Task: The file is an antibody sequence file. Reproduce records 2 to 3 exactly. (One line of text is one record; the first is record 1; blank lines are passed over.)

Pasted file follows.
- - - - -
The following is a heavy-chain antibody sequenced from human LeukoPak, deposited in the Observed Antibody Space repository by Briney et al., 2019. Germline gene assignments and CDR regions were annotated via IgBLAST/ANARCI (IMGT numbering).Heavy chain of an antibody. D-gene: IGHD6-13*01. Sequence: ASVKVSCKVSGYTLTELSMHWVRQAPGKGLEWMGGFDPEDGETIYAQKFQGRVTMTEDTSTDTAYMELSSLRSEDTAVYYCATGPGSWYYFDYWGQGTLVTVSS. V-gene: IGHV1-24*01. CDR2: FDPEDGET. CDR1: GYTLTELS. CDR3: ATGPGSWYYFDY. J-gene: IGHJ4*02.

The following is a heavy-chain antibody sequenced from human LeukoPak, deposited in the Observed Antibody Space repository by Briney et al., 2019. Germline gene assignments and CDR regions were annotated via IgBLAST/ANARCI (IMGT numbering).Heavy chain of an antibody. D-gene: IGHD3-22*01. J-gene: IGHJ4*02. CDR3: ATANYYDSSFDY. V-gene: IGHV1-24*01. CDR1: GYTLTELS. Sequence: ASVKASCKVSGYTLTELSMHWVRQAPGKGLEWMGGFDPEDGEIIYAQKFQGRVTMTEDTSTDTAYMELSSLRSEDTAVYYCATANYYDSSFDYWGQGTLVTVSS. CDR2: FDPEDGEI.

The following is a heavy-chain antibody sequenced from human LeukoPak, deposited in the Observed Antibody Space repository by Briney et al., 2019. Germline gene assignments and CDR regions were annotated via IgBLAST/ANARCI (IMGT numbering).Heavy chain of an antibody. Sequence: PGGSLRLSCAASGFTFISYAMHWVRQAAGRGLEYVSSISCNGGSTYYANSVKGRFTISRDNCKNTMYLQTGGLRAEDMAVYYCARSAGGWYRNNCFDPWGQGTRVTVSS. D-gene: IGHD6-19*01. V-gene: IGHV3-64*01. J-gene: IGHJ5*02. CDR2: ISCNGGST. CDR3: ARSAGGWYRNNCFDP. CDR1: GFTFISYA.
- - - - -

The following is a heavy-chain antibody sequenced from human LeukoPak, deposited in the Observed Antibody Space repository by Briney et al., 2019. Germline gene assignments and CDR regions were annotated via IgBLAST/ANARCI (IMGT numbering).Heavy chain of an antibody. D-gene: IGHD3-22*01. J-gene: IGHJ4*02. CDR3: ATANYYDSSFDY. V-gene: IGHV1-24*01. CDR1: GYTLTELS. Sequence: ASVKASCKVSGYTLTELSMHWVRQAPGKGLEWMGGFDPEDGEIIYAQKFQGRVTMTEDTSTDTAYMELSSLRSEDTAVYYCATANYYDSSFDYWGQGTLVTVSS. CDR2: FDPEDGEI.

The following is a heavy-chain antibody sequenced from human LeukoPak, deposited in the Observed Antibody Space repository by Briney et al., 2019. Germline gene assignments and CDR regions were annotated via IgBLAST/ANARCI (IMGT numbering).Heavy chain of an antibody. Sequence: PGGSLRLSCAASGFTFISYAMHWVRQAAGRGLEYVSSISCNGGSTYYANSVKGRFTISRDNCKNTMYLQTGGLRAEDMAVYYCARSAGGWYRNNCFDPWGQGTRVTVSS. D-gene: IGHD6-19*01. V-gene: IGHV3-64*01. J-gene: IGHJ5*02. CDR2: ISCNGGST. CDR3: ARSAGGWYRNNCFDP. CDR1: GFTFISYA.